Black holes are confounding objects that stretch physics to its limits. The most massive ones lurk in the centers of large galaxies like ours. They dominate the galactic center, and when a star gets too close, the black hole’s powerful gravitational force tears the star apart as they feed on it. Not even the most massive stars can resist.
But supermassive black holes (SMBHs) didn’t start out that massive. They attained their gargantuan mass by accreting material over vast spans of time and by merging with other black holes.
There are large voids in our understanding of how SMBHs grow and evolve, and one way astrophysicists fill those voids is by watching black holes as they consume stars.
Black holes are gluttonous behemoths that lurk in the center of galaxies. Almost everybody knows that nothing can escape them, not even light. So when anything made of simple matter gets too close, whether a planet, a star or a gas cloud, it’s doomed.
But the black hole doesn’t eat it at once. It plays with its food like a fussy kid. Sometimes, it spews out light.
When the black hole is not only at the center of a galaxy but the center of a cluster of galaxies, these burps and jets carve massive cavities out of the hot gas at the center of the cluster called radio bubbles.
In 1961 astronomers discovered a powerful x-ray source coming from the constellation Cygnus. Not knowing what it was, they named the source Cygnus X-1. It’s one of the strongest x-ray sources in the sky, and we now know it is powered by a stellar-mass black hole. Since it is only about 7,000 light-years away, it also gives astronomers an excellent view of how stellar-mass black holes behave. Even after six decades of study, it continues to teach us a few things, as a recent study in Science shows.
From a distance, supernovae explosions are fascinating. A star more massive than our Sun runs out of hydrogen and becomes unstable. Eventually, it explodes and releases so much energy it can outshine its host galaxy for months.
But space is vast and largely empty, and supernovae are relatively rare. And most planets don’t support life, so most supernovae probably explode without affecting living things.
But a new study shows how one type of supernova has a more extended reach than thought. And it could have consequences for planets like ours.
Why is there so much antimatter in the Universe? Ordinary matter is far more plentiful than antimatter, but scientists keep detecting more and more antimatter in the form of positrons. More positrons reach Earth than standard models predict. Where do they come from?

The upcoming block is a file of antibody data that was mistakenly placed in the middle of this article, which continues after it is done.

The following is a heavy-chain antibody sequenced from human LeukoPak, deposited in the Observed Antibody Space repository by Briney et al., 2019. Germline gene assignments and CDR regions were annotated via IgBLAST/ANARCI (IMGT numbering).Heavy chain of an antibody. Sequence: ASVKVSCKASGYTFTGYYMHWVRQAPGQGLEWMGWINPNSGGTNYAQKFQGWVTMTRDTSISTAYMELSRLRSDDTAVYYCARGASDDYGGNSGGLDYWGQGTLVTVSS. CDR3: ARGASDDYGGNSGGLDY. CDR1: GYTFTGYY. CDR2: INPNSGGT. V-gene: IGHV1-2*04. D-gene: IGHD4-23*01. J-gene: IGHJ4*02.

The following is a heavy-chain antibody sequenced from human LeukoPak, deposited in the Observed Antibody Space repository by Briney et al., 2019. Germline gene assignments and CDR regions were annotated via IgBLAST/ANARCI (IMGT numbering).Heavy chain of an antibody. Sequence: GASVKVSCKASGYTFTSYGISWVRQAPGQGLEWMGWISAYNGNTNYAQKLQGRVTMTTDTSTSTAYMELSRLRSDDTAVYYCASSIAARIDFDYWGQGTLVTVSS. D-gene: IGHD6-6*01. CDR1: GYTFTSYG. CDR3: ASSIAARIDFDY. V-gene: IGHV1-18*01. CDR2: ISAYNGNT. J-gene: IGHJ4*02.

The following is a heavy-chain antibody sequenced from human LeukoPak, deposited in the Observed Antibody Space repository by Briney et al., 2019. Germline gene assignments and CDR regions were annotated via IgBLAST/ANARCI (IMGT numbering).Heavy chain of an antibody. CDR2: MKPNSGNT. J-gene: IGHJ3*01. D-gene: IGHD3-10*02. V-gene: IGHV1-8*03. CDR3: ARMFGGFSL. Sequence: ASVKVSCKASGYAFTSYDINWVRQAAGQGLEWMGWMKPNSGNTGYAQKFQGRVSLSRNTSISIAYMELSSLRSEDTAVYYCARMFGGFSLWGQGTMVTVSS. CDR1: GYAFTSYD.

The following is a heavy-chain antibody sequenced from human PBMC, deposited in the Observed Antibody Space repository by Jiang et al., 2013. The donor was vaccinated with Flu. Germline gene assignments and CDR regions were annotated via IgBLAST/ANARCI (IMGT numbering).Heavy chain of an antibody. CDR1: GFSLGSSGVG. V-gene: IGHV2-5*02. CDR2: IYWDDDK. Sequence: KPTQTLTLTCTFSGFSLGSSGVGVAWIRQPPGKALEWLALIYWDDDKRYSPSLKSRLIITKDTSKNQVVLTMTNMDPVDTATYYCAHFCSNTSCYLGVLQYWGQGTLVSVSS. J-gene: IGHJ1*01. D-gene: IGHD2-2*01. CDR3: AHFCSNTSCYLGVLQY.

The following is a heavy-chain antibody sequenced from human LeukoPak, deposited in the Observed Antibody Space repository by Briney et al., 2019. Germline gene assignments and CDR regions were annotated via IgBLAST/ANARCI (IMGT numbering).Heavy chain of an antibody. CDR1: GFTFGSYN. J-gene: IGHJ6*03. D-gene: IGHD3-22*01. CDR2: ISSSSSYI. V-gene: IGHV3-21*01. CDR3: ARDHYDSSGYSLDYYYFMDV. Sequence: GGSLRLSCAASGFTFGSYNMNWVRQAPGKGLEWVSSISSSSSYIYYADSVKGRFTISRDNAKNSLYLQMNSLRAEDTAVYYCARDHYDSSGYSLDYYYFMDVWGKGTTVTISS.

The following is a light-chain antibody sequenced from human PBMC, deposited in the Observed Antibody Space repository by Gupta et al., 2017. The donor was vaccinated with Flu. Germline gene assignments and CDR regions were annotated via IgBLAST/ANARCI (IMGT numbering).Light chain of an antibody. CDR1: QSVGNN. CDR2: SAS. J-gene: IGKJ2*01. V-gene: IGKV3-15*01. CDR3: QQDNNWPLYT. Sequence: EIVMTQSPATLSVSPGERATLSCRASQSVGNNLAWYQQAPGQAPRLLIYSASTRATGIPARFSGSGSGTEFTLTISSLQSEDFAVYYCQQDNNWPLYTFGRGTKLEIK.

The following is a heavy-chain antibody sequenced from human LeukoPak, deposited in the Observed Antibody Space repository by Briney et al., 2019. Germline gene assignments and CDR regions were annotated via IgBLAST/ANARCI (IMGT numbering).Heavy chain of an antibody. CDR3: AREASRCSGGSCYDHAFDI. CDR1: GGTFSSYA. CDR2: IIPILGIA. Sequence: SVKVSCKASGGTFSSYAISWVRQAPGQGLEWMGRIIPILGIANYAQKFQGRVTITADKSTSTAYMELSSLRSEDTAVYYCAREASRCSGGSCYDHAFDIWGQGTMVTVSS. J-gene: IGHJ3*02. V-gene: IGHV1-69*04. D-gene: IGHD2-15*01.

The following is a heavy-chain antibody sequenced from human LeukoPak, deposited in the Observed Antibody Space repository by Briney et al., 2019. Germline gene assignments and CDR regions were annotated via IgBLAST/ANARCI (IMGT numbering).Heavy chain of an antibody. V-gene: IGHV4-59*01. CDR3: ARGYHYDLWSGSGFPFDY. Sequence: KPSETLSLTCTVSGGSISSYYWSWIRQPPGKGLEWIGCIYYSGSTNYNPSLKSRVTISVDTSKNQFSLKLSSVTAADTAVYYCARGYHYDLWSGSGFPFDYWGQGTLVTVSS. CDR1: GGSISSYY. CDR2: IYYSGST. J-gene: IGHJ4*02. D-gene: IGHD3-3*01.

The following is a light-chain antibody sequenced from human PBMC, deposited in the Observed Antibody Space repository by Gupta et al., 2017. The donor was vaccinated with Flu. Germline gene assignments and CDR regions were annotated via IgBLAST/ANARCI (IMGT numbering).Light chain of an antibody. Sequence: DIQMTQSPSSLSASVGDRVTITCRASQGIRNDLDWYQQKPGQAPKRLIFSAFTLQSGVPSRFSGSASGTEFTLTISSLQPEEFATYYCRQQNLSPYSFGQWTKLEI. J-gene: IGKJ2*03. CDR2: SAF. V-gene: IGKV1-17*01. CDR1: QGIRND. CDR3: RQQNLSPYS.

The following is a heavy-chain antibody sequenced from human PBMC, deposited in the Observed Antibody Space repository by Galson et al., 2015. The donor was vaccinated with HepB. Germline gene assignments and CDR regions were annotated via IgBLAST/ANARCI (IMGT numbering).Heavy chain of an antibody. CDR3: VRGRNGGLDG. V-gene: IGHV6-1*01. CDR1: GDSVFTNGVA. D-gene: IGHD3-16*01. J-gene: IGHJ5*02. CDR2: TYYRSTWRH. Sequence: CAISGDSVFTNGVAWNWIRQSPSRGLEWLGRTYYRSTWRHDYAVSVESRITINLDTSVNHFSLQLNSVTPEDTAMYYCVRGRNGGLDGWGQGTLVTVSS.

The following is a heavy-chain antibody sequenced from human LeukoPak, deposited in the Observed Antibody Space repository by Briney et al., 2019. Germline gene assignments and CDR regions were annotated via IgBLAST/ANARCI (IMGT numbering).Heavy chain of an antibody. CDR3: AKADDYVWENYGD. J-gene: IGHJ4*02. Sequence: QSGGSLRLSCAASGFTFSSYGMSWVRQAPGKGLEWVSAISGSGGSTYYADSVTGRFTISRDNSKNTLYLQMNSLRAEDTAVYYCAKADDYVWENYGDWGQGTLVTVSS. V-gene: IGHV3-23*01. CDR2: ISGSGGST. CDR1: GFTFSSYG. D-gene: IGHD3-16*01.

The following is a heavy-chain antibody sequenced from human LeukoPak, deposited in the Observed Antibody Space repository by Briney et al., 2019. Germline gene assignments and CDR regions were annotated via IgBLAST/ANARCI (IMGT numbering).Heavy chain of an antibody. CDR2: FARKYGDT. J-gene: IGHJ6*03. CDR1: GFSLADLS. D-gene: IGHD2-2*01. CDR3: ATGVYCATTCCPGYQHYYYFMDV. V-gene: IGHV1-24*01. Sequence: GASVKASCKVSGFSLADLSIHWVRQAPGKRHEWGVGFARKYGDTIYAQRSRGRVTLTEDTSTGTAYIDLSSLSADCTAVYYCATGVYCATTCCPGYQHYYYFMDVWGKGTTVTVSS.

Scientists think pulsars are one source, and a new study strengthens that idea.
When two neutron stars collide, it creates a kilonova. The event causes both gravitational waves and emissions of electromagnetic energy. In 2017 the LIGO-Virgo gravitational-wave observatories detected a merger of two neutron stars about 130 million light-years away in the galaxy NGC 4993. The merger is called GW170817, and it remains the only cosmic event observed in both gravitational waves and electromagnetic radiation.
Astronomers have watched the expanding debris cloud from the kilonova for years. A clearer picture of what happens in the aftermath is emerging.
The planets in our Solar System all rotate on axes that roughly match the Sun’s rotational axis. This agreement between the axes of rotation is the typical arrangement in any system in space where smaller objects orbit a larger one.
But in one distant binary system, the large central object has an axis of rotation tilted about 40 degrees compared to its smaller satellite. This situation is even more strange because the main body isn’t a star but a black hole.
Supermassive black holes (SMBH) reside in the center of galaxies like the Milky Way. They are mind-bogglingly massive, ranging from 1 million to 10 billion solar masses. Their smaller brethren, intermediate-mass black holes (IMBH), ranging between 100 and 100,000 solar masses, are harder to find.
Astronomers have spotted an intermediate-mass black hole destroying a star that got too close. They’ve learned a lot from their observations and hope to find even more of these black holes. Observing more of them may lead to understanding how SMBHs got so massive.
Astronomers have found a supermassive black hole (SMBH) with an unusually regular feeding schedule. The behemoth is an active galactic nucleus (AGN) at the heart of the Seyfert 2 galaxy GSN 069. The AGN is about 250 million light years from Earth, and contains about 400,000 times the mass of the Sun.
In the coming years, thousands of satellites, several next-generation space telescopes and even a few space habitats are expected to be launched into orbit. Beyond Earth, multiple missions are planned to be sent to the lunar surface, to Mars, and beyond. As humanity’s presence in space increases, the volume of data that is regularly being back sent to Earth is reaching the limits of what radio communications can handle.
For this reason, NASA and other space agencies are looking for new methods for sending information back and forth across space. Already, optical communications (which rely on lasers to encode and transmit information) are being developed, but other more radical concepts are also being investigating. These include X-ray communications, which NASA is gearing up to test in space using their XCOM technology demonstrator.